Kwame Appiah's (2003, 340) comparison of what he calls "formal philosophy" and "folk philosophy" might fall into this category. As Appiah (2003, 339) argues, though it is acceptable to use the term "philosophy" to refer to some of the beliefs that people across the world hold about the central questions of human life, some of these philosophies are more inquisitive than others. In this respect, though all societies in this world can be credited for having a philosophy of some kind, these philosophies differ in terms of their level of sophistication and depth of inquiry. Appiah (2003, 340) regards Western philosophy as different from "folk" philosophy by virtue of its "adversarial" character when compared to philosophies of other cultures which he considers as "accommodative."

Western philosophy is regarded as "adversarial" because it is thought that any belief held in this philosophy ought to be subjected to thoroughgoing interrogation and warranted (Appiah 2003, 341-42). On the other hand, cultures whose philosophy is regarded as "accommodative" are, for instance, thought to be averse to questioning the internal inconsistencies of their belief systems as well as between their beliefs and those of others (Appiah 2003, 342). It is contestable that there could be human beings who are able to create a body of beliefs but are not gifted with the skills of questioning the same. It might be left to conjecture whether such human beings deserve to be called as such. However, it might turn out that the reasons why human societies improve and progress is because they put to question the systems in existence with the objective of improving their lives and the way things are done. It might be contestable to deny this attribute to thinking beings whatever their geopolitical location is. Yet, the failure to identify in other cultures what one regards as the defining characteristics of "formal" philosophy may not at all relegate such philosophies to an inferior status when compared to the philosophy. The problem with such a perspective pertains to the possibility of its manipulation in order to defend the persisting morally questionable dominance of one philosophy at the expense of the indigenous one in the educational curriculum in Africa.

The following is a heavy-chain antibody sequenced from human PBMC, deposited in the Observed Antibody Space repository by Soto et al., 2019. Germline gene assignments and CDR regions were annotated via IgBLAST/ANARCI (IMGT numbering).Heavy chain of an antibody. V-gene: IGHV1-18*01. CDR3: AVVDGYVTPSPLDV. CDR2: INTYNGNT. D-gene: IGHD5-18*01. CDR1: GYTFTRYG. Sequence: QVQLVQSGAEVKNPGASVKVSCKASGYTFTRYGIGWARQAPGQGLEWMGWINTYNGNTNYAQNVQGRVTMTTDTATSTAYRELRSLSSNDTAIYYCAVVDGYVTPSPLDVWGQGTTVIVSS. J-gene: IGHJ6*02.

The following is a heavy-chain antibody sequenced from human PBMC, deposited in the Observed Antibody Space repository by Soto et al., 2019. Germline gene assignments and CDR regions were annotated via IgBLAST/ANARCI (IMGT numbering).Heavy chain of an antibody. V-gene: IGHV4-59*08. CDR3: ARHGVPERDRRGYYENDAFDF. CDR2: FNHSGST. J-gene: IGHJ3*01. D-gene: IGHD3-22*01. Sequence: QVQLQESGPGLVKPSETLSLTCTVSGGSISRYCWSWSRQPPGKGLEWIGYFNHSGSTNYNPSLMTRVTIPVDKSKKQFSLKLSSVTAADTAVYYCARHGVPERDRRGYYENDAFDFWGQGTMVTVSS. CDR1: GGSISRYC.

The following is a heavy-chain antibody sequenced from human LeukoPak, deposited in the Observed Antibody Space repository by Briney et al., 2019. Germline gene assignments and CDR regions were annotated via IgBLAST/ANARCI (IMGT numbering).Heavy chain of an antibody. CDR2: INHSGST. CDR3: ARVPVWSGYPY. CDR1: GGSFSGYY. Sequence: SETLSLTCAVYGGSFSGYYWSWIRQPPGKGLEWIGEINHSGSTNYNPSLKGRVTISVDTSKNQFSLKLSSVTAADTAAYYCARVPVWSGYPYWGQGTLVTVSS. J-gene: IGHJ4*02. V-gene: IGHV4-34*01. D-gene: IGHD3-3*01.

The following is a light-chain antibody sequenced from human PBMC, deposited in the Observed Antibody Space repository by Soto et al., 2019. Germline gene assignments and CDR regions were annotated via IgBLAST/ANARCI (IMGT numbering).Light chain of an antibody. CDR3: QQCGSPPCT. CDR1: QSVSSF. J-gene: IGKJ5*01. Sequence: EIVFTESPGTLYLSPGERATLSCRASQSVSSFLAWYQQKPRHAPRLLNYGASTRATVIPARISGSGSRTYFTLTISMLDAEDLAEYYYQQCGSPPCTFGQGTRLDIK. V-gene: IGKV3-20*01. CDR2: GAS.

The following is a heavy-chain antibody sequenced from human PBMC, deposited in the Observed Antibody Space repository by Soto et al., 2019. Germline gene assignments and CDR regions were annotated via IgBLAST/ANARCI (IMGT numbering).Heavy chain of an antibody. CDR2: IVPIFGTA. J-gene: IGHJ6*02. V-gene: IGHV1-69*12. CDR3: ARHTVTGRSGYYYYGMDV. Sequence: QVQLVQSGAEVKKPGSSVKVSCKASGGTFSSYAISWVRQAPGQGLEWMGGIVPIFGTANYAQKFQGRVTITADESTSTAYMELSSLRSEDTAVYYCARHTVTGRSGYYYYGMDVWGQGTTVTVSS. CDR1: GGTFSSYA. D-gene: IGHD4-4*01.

Any discipline or any of its segments may have their own strengths and limitations when exposed to thoroughgoing analysis. This is true of any paradigm of philosophy including so-called "formal" philosophy. One might argue that these attributes make it necessary and interesting to study and interrogate a particular discipline or any of its segments. However, when it comes to African philosophy, it appears that the identification of some of its limitations or that of some its segments automatically lead to expressions of doubt concerning its mettle to qualify as a philosophy comparable to other philosophies, such as Western philosophy.

Quite significantly, African philosophy's possibility of attaining a significant stake in the philosophy curriculum where it has peripheral presence, or alternatively inclusion into the curriculum where it is yet to be included, becomes limited. Yet, African philosophy ought to be studied on its own terms (Amato 1997, 73). Commenting on some demands that African philosophers are expected to meet if their philosophy is to be considered as philosophy qua philosophy, Amato (1997, 73) asserts that "they need not accept that only by conforming to the central methodological tenets of Western philosophy do they earn the right to philosophize." The overreliance on non-indigenous paradigms of thought as one seeks to establish whether African philosophy is an authentic philosophy or not may lead to some distortions of its very nature as a discipline.

It is no longer viable to judge African philosophy from the vantage point of another philosophy and then to pretend to be authoritative on what it is and what it is not (Amato 1997, 73). This is not to say that it cannot be questioned and brought into comparison with other philosophies, such as Western philosophy for that matter. Be that as it may, there might be need for caution in doing so because of the possibility of distortions and biased assessments given the hegemonic relations between these philosophical traditions. What is being questioned here is the somewhat deliberate failure to acknowledge that if one is to have a better understanding and appreciation of any philosophy for that matter, one needs to appeal to the existential situation that gives rise to it and how it is understood from that vantage point (Nkrumah 1964, 5).